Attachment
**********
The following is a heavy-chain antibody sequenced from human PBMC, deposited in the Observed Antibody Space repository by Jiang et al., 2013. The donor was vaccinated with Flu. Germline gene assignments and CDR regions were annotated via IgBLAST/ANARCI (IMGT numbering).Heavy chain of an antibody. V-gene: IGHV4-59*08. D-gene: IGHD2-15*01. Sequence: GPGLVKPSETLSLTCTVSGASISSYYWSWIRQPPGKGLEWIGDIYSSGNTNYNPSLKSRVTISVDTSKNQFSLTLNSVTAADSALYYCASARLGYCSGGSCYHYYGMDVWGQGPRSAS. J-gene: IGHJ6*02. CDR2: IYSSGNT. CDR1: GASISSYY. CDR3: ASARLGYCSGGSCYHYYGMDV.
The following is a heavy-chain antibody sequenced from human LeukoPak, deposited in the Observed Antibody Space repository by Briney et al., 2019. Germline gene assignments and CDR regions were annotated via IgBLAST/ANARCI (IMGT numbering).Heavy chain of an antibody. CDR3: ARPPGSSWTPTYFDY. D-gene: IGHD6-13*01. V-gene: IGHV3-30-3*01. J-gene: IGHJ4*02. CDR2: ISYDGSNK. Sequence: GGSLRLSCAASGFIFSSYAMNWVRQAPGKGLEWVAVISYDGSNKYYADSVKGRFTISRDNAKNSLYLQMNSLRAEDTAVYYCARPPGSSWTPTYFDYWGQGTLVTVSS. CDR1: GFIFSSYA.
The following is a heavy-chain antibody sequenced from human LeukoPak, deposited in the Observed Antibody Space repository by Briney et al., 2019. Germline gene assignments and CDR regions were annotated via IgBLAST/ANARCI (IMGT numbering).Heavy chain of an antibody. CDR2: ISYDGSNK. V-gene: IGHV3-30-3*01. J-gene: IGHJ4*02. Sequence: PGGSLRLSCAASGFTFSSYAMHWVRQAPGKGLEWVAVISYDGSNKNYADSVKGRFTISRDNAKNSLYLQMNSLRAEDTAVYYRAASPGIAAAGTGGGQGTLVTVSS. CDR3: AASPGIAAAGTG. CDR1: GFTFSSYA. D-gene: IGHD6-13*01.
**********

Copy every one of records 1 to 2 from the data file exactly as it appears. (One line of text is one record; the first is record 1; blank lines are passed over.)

The following is a heavy-chain antibody sequenced from human PBMC, deposited in the Observed Antibody Space repository by Jiang et al., 2013. The donor was vaccinated with Flu. Germline gene assignments and CDR regions were annotated via IgBLAST/ANARCI (IMGT numbering).Heavy chain of an antibody. V-gene: IGHV4-59*08. D-gene: IGHD2-15*01. Sequence: GPGLVKPSETLSLTCTVSGASISSYYWSWIRQPPGKGLEWIGDIYSSGNTNYNPSLKSRVTISVDTSKNQFSLTLNSVTAADSALYYCASARLGYCSGGSCYHYYGMDVWGQGPRSAS. J-gene: IGHJ6*02. CDR2: IYSSGNT. CDR1: GASISSYY. CDR3: ASARLGYCSGGSCYHYYGMDV.
The following is a heavy-chain antibody sequenced from human LeukoPak, deposited in the Observed Antibody Space repository by Briney et al., 2019. Germline gene assignments and CDR regions were annotated via IgBLAST/ANARCI (IMGT numbering).Heavy chain of an antibody. CDR3: ARPPGSSWTPTYFDY. D-gene: IGHD6-13*01. V-gene: IGHV3-30-3*01. J-gene: IGHJ4*02. CDR2: ISYDGSNK. Sequence: GGSLRLSCAASGFIFSSYAMNWVRQAPGKGLEWVAVISYDGSNKYYADSVKGRFTISRDNAKNSLYLQMNSLRAEDTAVYYCARPPGSSWTPTYFDYWGQGTLVTVSS. CDR1: GFIFSSYA.